Sir, In his article of January 21, outlining the ongoing saga of Rossie Moor, Jim Crumley very eloquently sums up just why the wind industry has managed to acquire such a bad reputation in so many parts of rural Scotland. The nub of the problem is the insidious way in which industries like this beguile governments, decision makers and communities with their promises of untold riches which would provide jobs, secure energy supplies and better lifestyles. When those expectations are not fulfilled and people have had time to reflect and take stock of the environmental amenities they have lost it is inevitable that those dreams are replaced with some resentment and a good deal of anger. As a nation we should pay more heed to our history and learn lessons from it. In 1973 the 7:84 Group took the Liverpudlian playwright John McGrath’s brilliant, very powerful and humorous musical drama “The Cheviot, the Stag and Black Black Oil” on tour round Scotland beginning in Aberdeen. I was lucky enough to be able to see their production when they reached Glasgow. The story centred round the economic exploitation of Scotland, her people and its consequences taking us from the era of the Highland clearances through to the newly arrived “oil boom”. He finishes off the play with the warning to the audience that it is their land, urging them to resist exploitation and warning them that they would find the oil corporations even more insensitive than Patrick Sellar the Duke of Sutherland’s factor who evicted the Highland crofting tenants during the clearances. Very few could disagree with that perceptive warning now that fracking for shale gas and deep bed gasification for methane are threatening our seas and lowland areas which can only add to the damage already done by the proliferation of wind farms. Marion Lang. Westermost, Coaltown of Callange, Ceres. Exasperated by Fife’s roads Sir, There are not many peninsular counties like Fife which have major road bridges leading in from both north and south, and yet after nearly 50 years of use, those magnificent structures are linked across Fife by the most pathetic maze of second-rate roads. If those had been well-planned or well-maintained over the last 50 years we would have less of an argument that a main dual carriageway should have been built long ago to link those two most important assets to our county, but their upkeep has been truly pathetic. If we choose to weave around the badly-patched potholes we still have to contend with sheets of water which cannot drain away because the roadside channels are just not being maintained. The general public opinion of our road-planners is at an all time low due to a myriad of unnecessary speed bumps and ludicrous traffic-calming ploys that only serve to choke up places like South Road in Cupar. There, we now see something that was always a difficult situation becoming far worse and more dangerous. Not only does the traffic now back up into Cupar across a road junction, but when it eventually exits from the town it does so as a chain of closely-packed vehicles driven by exasperated drivers. Those then head westwards towards Glenrothes trying to madly overtake each other to make up for lost time. Fife Council road planners and those controlling the purse strings must shoulder a great deal of responsibility for the woe on our roads. Archibald A Lawrie. 5 Church Wynd, Kingskettle. Accident, not an “attack” Sir, While I am very glad to read that Dr Stone is recovering from her accident near Fort William in December, it annoys me that the word “attack” is used in the article in The Courier. I have, on many occasions, tried to get red deer out of plantations etc, and if they don’t want to go the way you want them to go, they will run right past you and that is in broad daylight. The stag that “attacked” the doctor was only trying to escape and unfortunately the doctor was in the way. It is possible that the stag, having been disturbed, was confused by lights and people, and didn’t even see the doctor as it made its escape. Emma Paterson. Auchlyne, Killin. Listen to voices sometimes Sir, I am glad to see Jenny Marra MSP announcing that “the Scottish Government cannot afford to ignore the voices of 45,000 people” in regard to proposed new laws to prevent human trafficking. (January 22). This is despite the fact that the “vast majority” of the responses to the consultation came through a petition organised by the Walk Free campaign and that about a third of responses came from abroad. Rewind a few months, however, and it seems that Ms Marra is not always so willing to urge the Scottish Government to listen to the voice of the people. Over 53,000 people have signed a petition opposing the implementation of the Marriage and Civil Partnership (Scotland) Bill, the so-called gay marriage bill. Not a peep was heard from Jenny about listening to those voices; in fact she voted in favour of the bill at stage 1. Like many politicians, it seems Ms Marra only listens to “the people” when she agrees with what they are saying. Like them, she appears to have forgotten that MSPs and MPs are elected to represent voters, not to push their own agendas. Angela Rennie. Muirfield Crescent, Dundee.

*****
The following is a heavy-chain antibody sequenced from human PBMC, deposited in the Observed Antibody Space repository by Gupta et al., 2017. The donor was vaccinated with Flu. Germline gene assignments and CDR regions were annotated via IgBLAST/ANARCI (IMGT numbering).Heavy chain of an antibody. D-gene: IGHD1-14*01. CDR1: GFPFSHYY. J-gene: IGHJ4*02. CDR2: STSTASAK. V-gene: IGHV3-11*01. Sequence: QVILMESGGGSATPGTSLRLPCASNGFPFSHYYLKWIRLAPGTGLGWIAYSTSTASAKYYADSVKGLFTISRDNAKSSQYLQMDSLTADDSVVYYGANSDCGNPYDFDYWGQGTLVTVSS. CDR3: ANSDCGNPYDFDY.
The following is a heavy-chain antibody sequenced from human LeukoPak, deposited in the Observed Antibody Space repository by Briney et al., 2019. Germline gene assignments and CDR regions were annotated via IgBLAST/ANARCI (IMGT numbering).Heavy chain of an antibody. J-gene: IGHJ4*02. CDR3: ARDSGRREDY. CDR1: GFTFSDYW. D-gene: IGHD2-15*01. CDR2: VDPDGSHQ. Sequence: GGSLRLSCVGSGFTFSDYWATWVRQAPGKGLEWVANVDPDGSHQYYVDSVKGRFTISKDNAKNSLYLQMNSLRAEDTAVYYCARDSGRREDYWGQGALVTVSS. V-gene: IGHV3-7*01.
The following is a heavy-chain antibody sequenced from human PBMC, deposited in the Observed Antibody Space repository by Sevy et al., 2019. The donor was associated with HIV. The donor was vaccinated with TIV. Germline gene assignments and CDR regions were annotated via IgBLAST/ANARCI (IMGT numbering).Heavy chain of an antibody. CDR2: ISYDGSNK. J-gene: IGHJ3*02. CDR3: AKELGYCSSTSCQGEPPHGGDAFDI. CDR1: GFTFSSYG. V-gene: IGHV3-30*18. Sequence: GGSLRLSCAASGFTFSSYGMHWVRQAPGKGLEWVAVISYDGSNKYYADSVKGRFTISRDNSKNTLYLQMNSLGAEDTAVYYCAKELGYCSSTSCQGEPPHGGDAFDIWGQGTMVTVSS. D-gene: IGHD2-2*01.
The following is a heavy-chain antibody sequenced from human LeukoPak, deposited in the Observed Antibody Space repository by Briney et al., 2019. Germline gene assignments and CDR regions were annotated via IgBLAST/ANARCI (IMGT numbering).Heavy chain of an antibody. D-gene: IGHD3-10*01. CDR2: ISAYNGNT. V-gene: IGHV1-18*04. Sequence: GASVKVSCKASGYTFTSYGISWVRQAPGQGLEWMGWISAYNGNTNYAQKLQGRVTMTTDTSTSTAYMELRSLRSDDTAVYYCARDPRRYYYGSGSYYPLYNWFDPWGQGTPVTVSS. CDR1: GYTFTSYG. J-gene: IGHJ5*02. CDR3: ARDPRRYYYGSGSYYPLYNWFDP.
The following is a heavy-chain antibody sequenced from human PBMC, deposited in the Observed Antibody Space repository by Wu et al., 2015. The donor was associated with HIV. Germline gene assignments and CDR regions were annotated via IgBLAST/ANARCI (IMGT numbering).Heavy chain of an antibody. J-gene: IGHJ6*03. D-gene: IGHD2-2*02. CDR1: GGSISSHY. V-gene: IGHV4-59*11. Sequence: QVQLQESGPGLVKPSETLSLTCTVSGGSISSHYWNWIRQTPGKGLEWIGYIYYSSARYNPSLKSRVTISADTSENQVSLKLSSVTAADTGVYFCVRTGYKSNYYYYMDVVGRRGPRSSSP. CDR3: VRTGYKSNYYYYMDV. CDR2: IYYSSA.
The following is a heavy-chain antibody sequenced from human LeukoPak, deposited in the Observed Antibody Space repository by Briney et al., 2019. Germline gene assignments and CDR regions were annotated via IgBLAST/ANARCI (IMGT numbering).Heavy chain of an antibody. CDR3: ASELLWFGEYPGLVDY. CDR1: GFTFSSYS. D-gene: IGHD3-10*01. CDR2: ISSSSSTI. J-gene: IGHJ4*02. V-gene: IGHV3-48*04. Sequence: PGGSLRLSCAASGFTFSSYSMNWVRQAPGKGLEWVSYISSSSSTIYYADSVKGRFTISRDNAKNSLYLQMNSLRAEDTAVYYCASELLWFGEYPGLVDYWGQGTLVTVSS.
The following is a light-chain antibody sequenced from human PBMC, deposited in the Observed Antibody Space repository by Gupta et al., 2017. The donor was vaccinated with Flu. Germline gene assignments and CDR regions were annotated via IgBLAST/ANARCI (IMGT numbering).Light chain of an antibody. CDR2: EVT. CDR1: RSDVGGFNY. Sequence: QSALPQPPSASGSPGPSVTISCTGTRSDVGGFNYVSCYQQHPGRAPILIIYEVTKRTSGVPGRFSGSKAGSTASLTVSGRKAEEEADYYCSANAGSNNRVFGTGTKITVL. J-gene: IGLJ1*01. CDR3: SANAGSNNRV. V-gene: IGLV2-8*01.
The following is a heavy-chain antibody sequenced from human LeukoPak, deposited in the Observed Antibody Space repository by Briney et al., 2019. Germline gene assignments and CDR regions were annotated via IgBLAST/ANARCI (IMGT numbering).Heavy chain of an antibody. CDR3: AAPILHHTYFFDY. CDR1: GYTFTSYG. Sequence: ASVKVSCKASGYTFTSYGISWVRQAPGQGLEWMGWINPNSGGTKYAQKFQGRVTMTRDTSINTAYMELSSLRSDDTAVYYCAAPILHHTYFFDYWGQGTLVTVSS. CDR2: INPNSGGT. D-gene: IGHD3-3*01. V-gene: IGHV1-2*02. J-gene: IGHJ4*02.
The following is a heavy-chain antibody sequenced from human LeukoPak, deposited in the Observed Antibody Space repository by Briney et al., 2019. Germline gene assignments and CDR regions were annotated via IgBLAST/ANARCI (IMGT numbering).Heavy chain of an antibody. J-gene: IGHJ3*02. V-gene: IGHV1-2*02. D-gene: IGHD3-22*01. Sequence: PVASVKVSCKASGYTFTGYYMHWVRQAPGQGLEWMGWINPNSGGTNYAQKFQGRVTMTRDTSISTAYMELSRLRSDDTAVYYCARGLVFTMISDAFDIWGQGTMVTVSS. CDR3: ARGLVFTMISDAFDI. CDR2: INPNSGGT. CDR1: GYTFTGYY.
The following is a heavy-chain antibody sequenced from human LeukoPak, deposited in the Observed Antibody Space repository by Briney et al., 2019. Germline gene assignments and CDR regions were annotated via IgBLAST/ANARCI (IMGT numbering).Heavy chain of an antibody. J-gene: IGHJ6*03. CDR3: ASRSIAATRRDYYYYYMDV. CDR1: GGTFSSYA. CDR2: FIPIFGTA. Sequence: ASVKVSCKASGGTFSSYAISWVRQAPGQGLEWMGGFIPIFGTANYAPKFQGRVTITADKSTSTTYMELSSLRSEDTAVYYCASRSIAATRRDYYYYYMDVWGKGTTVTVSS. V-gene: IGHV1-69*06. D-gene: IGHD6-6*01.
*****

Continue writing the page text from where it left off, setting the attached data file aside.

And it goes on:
A terrific display from Aberdeen proved too hot for Dundee to handle on a freezing cold day at Dens Park. The Pittodrie team dominated the first half with their superb midfield and while the home team battled hard they never really looked like clawing their way back. The Dons took the lead after only nine minutes when Niall McGinn shot home from 12 yards, with the low strike giving Dundee keeper Scott Bain no chance. Paul Hartley’s side were being pinned back by the opposition but they should have had a golden chance to level on 16 minutes when Nicky Low was fouled by defender Andrew Considine. Referee Bobby Madden initially let play go on but then pulled it back. Instead of awarding a penalty, though, he gave Dundee a freekick just outside the box when the offence had taken place inside the area. The Dens men fell two behind after 25 minutes. Dithering in a dangerous area by midfielder Paul McGowan encouraged Kenny McLean to come and take the ball off him and the Aberdeen man duly obliged. He then played it to the busy Willo Flood, who fed Johnny Hayes on the right side of the box. Hayes fired a low shot across the face of goal and Adam Rooney was there to score with a simple tap-in from a yard out. It was sloppy play by the home team in general and McGowan in particular. After the break, Kevin Holt missed a great chance for Dundee at the back post when he drilled the ball across the face of the Aberdeen goal and out. Dons sub Peter Pawlett then rattled the home bar with a strike from inside the box. Dark Blues’ frontman Kane Hemmings stung the hands of Aberdeen goalie Danny Ward with a vicous shot in the final minute but there was no further scoring and the away team headed back up the road happy with three points that edged them closer to leaders Celtic.